Loudest party of the year
In a narrow, roped-off portion of the parking lot in front of the Carson City Harley- Davidson store, “American Daredevil” Bubba Blackwell jammed the throttle on his Buell street bike and raced upwards of 60 mph toward a crowd of onlookers.
Once up to speed, his body moved into position. He pulled the clutch, hit the brakes and rocked his body forward, his arms straight and stiff. With a quick cloud of tire smoke, his body moved forward, the rear wheel of the motorcycle floated upward and he came to a hard stop, just inches from a group of beer-drinking cyclists who didn’t offer Blackwell so much as the thought of a flinch. He stayed in the stoppie for a moment, motionless, and then kicked the back end around, let out the clutch and rode it out.
All of this is done while he narrates the maneuver through a head-mounted microphone. He is part Evil Knevil, part Garth Brooks.
Otherwise, people are milling about, drinking beer, checking out bikes and enjoying the noise. They’ve just heard Reno-based band Bad Intent do a Metallica cover. Blackwell’s show was pumping the opening riffs to George Thorogood’s “Bad to the Bone” into the mix, along with the chrome-plated Southern swagger in his voice. Every frequency within the human range, from 20 to 20,000 hertz was putting out some kind of noise. This is Street Vibrations. And only a small part of the total noise.
Patty Hurt, the one responsible for all of the enjoyable madness, is already planning for next year. “(The local portion of) Street Vibrations brings a lot of money into the economy,” as evidenced by the many “No Vacancy” signs around town, she said. “We expect about 50,000 people to have passed through here from Thursday. The party is always in Carson – that’s our motto.”
The parking lot was full, with best guesses of about 2,000 bikes. “At around $25,000 a bike,” said San Bernardino, Calif., motorcyclist Jim Leswing, “that’s a whole hell of a lotta money.” Indeed. Half a million dollars worth of chrome and steel, just in this one location.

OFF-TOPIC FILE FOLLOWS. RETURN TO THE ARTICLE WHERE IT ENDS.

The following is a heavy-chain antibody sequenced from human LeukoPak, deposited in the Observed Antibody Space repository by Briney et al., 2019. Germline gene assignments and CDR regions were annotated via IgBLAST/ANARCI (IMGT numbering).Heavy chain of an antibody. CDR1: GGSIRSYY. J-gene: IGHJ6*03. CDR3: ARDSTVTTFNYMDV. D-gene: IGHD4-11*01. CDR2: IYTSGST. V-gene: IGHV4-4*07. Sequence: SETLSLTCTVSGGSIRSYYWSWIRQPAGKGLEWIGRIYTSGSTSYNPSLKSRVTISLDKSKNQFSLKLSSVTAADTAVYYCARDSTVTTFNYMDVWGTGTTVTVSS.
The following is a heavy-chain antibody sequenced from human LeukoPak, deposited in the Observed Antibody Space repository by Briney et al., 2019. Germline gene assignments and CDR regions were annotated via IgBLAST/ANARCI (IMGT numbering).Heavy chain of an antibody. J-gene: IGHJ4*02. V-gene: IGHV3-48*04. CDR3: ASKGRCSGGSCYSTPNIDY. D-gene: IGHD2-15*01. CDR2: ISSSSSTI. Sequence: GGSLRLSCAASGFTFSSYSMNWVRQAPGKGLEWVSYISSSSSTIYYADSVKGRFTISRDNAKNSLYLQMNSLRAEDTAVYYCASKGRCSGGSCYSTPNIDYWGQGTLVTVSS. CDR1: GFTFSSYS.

And those ubiquitous Harley T-shirts. Harley-Davidson store cashiers Melinda Lathrop and Jennifer Jimenez, who came in from the Golden Valley, Calif., Harley store for the event, have been going nonstop, working some 14 hours a day selling T-shirts and souvenirs.
Bear and Cathy Schriner, of Carson City, brought their three kids: Taryn, Ethan, and Jake. Bear builds custom bikes while 9-year-old Ethan is still working on his wheelies.
“I can do a half of one,” he said, watching Bubba Blackwell crank his bike into fifth gear and melt his back tire into a cloud of stinking rubber.
Jake, 10, seemed to be watching the180-degree endos, high-chairs and one-handers, and taking mental notes for some possible future event.
“He asked how old you had to be to start jumping and doing tricks like this,” half-laughed his mother, Cathy.
Quickly, she stopped laughing.
Derrick Havermeyer of Rialto, Calif., is nothing but laughs and smiles. He came a long way for Street Vibrations and is enjoying every minute of it. Like a lot of the crowd, he was heading up toward Virginia City for a night of celebration.
He got on his bike and started it up. The slow, guttural explosion coming from his pipes was loud enough to kill a dinosaur. Or at the very least, make the street vibrate.
Contact Peter Thompson at email@example.com or 881-1215.